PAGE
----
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Tuesday, 3 December 2002
Page: 7060

Senator PATTERSON (Minister for Health and Ageing) (9:29 PM) —I did not say `open the door'. I was indicating that there are methods of storing embryos. It may be in animal research that it is found that there is a more appropriate medium for storing and freezing an embryo, for example. I presume that it would be tested on animal models. But at some point it would have to be demonstrated that it was more effective than a former method, and I think that there would be people involved in the ART project who would prefer to have a technique for storing embryos that reduces the risk of any changes in those embryos. That is the sort of example I was giving. I would have concern if there were frivolous testing, and I think the safeguards are there. That is why I have indicated that we have safeguards in place to ensure that there is not frivolous—I have forgotten the other word I used—research.

The other thing that I will repeat—and I am not going to get up again; we have gone over this and so much has been said which is relevant to this—is that people making a donation of an embryo will be counselled. If they are not from an English-speaking background, counselling will be given in their own language. They can put restrictions on the way in which that embryo is used—for example, that it is only used for ART and that it cannot be used for any experimentation. They can put very strict controls on the way that excess embryo is used, or they can decide not to use it at all. I keep going back to the point that, if people feel so strongly about it, there will not be an excess of embryos available for embryonic stem cell research. If what you are telling us is that, if the whole community do not want embryonic stem cell research, then there will not be any excess embryos, because people will not give permission. We must go back to the fact that people will have to give permission and will be counselled beforehand. Every attempt will be made to make sure that they understand it. They can put any restriction they like on the use of that embryo or, if it will be used for experimental research, on how it will be used. So I think we have to get that on the record.

This goes back to what I was saying before. I say one thing and it is interpreted another way. But I think it would be totally inappropriate to hinder the fact that we may be able to produce embryos that are less likely to have some sort of problem as a result of the freezing technique, because of the medium in which they are frozen. If it can be demonstrated in animal models that there is a better method for doing it, it would then have to be tested in the human model, with the results demonstrating that it is not detrimental to the embryo. But people can make that decision as to whether they would permit their embryo to be subjected to any form of research. They might say, `I only want it for ART and not for stem cell research.' So if people feel as strongly as people in this chamber indicate that they do, there will not be any embryos; there will be none. All the women who have had IVF will say, `I am not going to donate my embryos.' So if it is as serious and of such a great concern as the other side is indicating, then that is what will happen. I think that is probably most unrealistic. If people decide to donate their embryo, they will give consent—informed, counselled consent—about the extent of the use of their embryo.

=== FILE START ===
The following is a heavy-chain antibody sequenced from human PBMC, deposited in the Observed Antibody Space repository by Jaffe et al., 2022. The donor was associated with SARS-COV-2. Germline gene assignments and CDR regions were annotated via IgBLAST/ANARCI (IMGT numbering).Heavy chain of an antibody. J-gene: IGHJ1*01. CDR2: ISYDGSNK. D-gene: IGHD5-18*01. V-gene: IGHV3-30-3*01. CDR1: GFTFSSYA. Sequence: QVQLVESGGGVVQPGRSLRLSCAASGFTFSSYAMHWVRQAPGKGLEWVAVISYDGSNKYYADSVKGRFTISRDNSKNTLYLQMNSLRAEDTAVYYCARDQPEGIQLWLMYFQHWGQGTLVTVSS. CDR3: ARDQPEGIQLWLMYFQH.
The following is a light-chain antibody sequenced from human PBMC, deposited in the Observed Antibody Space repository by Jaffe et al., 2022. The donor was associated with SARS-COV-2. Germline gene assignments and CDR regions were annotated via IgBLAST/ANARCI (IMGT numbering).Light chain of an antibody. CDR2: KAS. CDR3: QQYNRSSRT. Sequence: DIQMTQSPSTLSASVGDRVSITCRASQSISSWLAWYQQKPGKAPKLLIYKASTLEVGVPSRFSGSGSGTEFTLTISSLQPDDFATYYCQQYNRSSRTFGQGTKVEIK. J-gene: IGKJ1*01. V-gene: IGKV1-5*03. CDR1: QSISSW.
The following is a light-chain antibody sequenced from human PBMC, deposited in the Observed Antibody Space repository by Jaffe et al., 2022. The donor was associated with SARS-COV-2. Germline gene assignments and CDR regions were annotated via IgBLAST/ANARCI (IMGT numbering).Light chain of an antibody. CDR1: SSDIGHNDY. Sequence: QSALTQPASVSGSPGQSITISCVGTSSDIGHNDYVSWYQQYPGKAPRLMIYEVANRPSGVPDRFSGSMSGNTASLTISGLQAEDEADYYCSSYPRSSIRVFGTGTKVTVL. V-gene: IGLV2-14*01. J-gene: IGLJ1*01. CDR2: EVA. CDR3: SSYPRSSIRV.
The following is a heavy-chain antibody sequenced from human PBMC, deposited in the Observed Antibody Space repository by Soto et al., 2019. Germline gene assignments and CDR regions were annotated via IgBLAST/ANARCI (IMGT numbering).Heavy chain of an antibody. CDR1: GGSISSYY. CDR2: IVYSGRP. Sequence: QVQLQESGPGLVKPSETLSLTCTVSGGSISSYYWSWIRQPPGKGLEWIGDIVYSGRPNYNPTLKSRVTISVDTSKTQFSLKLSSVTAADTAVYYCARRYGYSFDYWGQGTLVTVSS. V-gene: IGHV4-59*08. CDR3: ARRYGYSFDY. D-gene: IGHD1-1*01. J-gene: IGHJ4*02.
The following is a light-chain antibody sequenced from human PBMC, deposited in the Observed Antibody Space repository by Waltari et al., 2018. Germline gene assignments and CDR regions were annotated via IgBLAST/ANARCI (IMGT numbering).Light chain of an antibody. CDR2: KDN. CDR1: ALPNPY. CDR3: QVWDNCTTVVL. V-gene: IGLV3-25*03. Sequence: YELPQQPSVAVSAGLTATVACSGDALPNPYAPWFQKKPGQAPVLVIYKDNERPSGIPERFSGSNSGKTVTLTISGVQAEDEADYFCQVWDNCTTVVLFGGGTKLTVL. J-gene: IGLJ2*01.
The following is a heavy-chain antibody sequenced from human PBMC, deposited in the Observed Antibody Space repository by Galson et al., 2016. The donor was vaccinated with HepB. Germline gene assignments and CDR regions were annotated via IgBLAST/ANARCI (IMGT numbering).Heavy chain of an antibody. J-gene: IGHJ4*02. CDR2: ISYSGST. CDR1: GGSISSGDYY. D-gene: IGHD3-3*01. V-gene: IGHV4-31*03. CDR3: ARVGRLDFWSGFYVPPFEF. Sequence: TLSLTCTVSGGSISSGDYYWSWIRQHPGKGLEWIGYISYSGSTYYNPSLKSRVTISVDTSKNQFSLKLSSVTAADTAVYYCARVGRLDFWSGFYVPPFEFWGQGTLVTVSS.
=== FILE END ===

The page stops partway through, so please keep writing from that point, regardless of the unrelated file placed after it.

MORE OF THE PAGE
I have indicated before the reasons why I will not be supporting this amendment. I am not going to be subjected to this harassment that I have to answer every single question. When I am sitting here not answering, it is because I believe sometimes that I have answered it this morning, last night or yesterday morning or that it has been answered in the committee. I have been reasonable. When I have thought there was a reasonable point and I had not answered it in a previous part of this debate, I have got up and answered it. But I am not going to get up and keep repeating and repeating and repeating my arguments, nor am I going to be told that I do not really believe what I am saying. I am concerned that there not be frivolous testing, but I believe that we have sufficient safeguards in there. People will say, `You are not right.' That is their privilege and that is their right. But, I am sorry: I believe, as Senator Evans has indicated, that we cannot monitor and approve every experiment that is undertaken. We have put a structure in place— Senator Evans used a very good word: `architecture'—to ensure that that building is sound. I have just extended the analogy a little further. I am confident—and maybe you will say that is misguided confidence; so be it. I have said what I had to say about this amendment and I will not be supporting it.